Such novels as Twenty Thousand Leagues Under the Sea and Around the World in Eighty Days have made Jules Verne the most widely translated of all French authors. But he has typically been categorized as the father of science fiction or a writer of harmless fantasies for children. Now, in this brilliantly original new book, Andrew Martin relocates Verne squarely at the centre of the literary map. Dr Martin shows that a recurrent narrative (exemplified in short stories by Napoleon Bonaparte and Jorge Luis Borges), relating the strange destiny of a masked prophet who revolts against an empire, runs through Verne's Voyages Extraordinaires. This approach illuminates the paradoxical coalition in Verne of realism and invention, repression and transgression, imperialism and anarchy. In this book Verne emerges not just as a key to the political and literary imagination of the nineteenth and twentieth centuries but as a model for reading fiction in general.
`The Mask of the Prophet uncovers great subtlety and richness. Andrew Martin's Verne is Frenchness, travel, science and writing combined.' Times Higher Education Supplement `Andrew Martin's work marks an innovation in the English criticism of Verne ... notable and interesting' Patrick Parrinder, London Review of Books 'Martin ... presents a very provocative analysis of Vrne's novels ... Martin's book is an excellent contribution to scholarship on Jules Verne and should be included in any library collection that intends to support research on SF.' Peter C. Hall, Science Fiction & Fantasy Book REview Annual 1991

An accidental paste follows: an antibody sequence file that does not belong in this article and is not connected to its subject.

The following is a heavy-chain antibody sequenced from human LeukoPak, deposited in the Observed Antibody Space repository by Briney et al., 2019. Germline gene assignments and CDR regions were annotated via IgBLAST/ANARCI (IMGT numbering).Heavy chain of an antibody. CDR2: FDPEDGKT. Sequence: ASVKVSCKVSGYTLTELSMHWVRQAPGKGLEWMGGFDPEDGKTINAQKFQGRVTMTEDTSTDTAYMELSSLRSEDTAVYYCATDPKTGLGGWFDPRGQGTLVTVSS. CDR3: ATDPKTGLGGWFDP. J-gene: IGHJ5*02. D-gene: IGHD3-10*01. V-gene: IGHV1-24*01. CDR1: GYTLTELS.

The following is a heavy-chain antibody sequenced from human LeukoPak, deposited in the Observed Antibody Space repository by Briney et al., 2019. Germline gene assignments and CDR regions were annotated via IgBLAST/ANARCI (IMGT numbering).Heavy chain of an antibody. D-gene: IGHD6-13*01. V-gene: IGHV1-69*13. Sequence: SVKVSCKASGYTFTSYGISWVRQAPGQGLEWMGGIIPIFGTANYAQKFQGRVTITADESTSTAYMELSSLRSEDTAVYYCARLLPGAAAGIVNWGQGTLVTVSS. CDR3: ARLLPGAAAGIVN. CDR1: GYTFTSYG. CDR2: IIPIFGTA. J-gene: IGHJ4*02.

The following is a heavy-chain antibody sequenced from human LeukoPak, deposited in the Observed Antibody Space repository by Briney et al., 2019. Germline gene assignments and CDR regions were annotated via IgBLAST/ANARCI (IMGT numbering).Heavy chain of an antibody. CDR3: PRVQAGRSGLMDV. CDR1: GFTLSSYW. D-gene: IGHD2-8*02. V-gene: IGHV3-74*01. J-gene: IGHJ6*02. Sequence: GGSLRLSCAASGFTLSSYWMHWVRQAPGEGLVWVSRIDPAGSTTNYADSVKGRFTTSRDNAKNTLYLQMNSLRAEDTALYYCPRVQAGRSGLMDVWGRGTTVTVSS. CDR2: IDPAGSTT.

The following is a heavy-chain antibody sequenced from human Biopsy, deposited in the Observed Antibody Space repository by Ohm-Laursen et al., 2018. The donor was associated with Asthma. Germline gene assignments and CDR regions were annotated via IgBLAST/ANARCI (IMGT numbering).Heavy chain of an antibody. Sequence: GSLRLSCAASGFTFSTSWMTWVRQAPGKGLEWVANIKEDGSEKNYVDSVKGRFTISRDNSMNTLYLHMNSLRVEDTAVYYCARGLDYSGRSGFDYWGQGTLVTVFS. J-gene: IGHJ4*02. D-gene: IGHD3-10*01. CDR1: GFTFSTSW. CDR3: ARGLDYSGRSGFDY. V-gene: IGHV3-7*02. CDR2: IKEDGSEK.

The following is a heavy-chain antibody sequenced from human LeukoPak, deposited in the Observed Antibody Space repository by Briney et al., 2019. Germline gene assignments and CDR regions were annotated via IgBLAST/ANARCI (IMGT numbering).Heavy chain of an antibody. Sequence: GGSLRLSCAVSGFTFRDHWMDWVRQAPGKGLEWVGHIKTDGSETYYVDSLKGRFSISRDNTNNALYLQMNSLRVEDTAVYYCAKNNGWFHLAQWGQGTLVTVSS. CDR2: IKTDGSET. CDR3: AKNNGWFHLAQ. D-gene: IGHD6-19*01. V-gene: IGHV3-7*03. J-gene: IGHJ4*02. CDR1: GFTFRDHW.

Number Of Pages: 236
Published: 31st May 1990
Publisher: Oxford University Press
Country of Publication: GB
Dimensions (cm): 22.4 x 14.7 x 1.9
Weight (kg): 0.44